Diacritic, my favorite Southeast Asian art blog, points out a new interview between Paris-based, Chinese curator-critic Hou Hanru and Guangzhou blogger, poet, and curator Ou Ning. Hou was part of the global advisory committee for our 2000 exhibition How Latitudes Become Forms: Art in a Global Age and most recently he contributed an essay for the catalogue for House of Oracles: A Huang Yong Ping Retrospective (now on view at MASSMoCA). A few excerpts:
Hou Hanru: Exhibitions first and foremost have to be experimental, and should do their utmost not to repeat things that people have seen before–they should give people a new visual experience. That said, a purely visual experience is not enough, there should be new experiences for the mind and body as a whole. Perhaps the most important element in any successful exhibition is its orientation to a certain time and place, its cultural backdrop, its significance within its locale. For me, an exhibition is a special activity, a special event. It is not simply a matter of taking existing works and hanging or installing them. From the choice of theme, artists, and artworks to the actual realisation of the exhibition itself, all of these things represent a living and breathing process.
Contemporary art is not just purely about making works of art. On top of this it also has the possibility of constant continuation, it is a creative process that is always deepening. An exhibition is the equivalent of amplifying or emphasising the development process of a group of artists or a cultural issue, or like showing people a particular moment in time enlarged. At the same time, an exhibition can give artists the opportunity to undertake more experimental work, an opportunity that might not otherwise arise. When I undertake an exhibition, if at all possible I invite many artists to make their works on site. Very seldom do I use their existing works, and on the occasions when I do, I integrate them with the specific locale of the exhibition, re-examining the relationship of the work and the exhibition space, not to mention the relationship of that work to other works and to the local audience.
Ou: Your exhibitions always use artistic forms to touch on themes beyond art, and every exhibition offers a lot of food for thought. Concerning the social and cultural issues that interest you, perhaps art cannot be considered to be the best plan for resolving them, but it can provide an ideological point of incision. I would like to know, after having successfully curated so many exhibitions, what sort of ideas have you been interested in recently, and will your ideas be revealed in future exhibitions?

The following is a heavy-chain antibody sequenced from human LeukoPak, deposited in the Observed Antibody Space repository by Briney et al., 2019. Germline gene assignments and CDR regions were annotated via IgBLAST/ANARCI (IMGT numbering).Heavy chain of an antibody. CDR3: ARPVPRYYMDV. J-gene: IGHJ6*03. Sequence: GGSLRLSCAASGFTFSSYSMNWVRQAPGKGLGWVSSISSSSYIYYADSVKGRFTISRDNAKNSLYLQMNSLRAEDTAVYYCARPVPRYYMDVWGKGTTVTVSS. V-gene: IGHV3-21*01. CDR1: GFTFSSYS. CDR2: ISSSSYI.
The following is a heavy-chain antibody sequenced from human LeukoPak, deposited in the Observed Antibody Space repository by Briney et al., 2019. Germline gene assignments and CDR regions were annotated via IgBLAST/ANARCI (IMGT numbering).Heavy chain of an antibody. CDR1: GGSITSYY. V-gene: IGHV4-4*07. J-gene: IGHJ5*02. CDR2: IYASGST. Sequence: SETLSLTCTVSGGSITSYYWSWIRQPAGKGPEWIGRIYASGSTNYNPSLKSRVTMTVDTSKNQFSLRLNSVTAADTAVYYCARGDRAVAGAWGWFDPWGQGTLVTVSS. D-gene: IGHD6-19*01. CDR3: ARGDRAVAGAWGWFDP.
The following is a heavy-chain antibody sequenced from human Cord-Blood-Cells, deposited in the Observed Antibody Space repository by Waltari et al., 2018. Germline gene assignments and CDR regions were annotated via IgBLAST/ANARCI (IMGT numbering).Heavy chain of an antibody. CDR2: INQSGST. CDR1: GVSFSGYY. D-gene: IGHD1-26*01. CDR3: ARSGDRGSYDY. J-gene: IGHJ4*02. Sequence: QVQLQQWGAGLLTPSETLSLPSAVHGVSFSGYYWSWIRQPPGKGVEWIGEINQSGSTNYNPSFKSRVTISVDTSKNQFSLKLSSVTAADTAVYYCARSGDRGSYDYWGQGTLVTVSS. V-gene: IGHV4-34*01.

Hou: The question that interests me most at the moment is the question of boundaries. There are many matters that on the one hand require a highly specialised approach, and on the other hand may frequently require you to break out of that specialisation. When engaging in these very specialised matters you should always maintain a very pure, innocent, amateur attitude. By pure, innocent and so on I mean that you should keep an openness, a readiness to accept things that are strange or unfamiliar to you.
Economies are changing the whole world over, traditional boundaries are becoming blurred, companies cannot state clearly what they are producing, take Sony for instance, they have so many products, anything connected with electricity in some way could be their product, so it is hard to fix their position. The traditional methods of classification are disintegrating, the whole concept system is being reorganised, and this has a great influence on our worldview. The world changes with each passing day, and art is just one tiny segment. Art has to open itself up, it has to go beyond its fixed boundaries and absorb more nutrients from other sources, perhaps even deconstruct itself into something else. Recently these problems have preoccupied me, because I feel they give me great inspiration. But it’s unlikely that I will develop these ideas into an exhibition, because I am very much against turning an exhibition into a conceptual diagram. When I curate an exhibition more than half of it goes beyond my control, and sometimes I actually have no wish to impose control over the exhibition in the first place.
Earlier: A podcast with Hou at ArtCast Basel.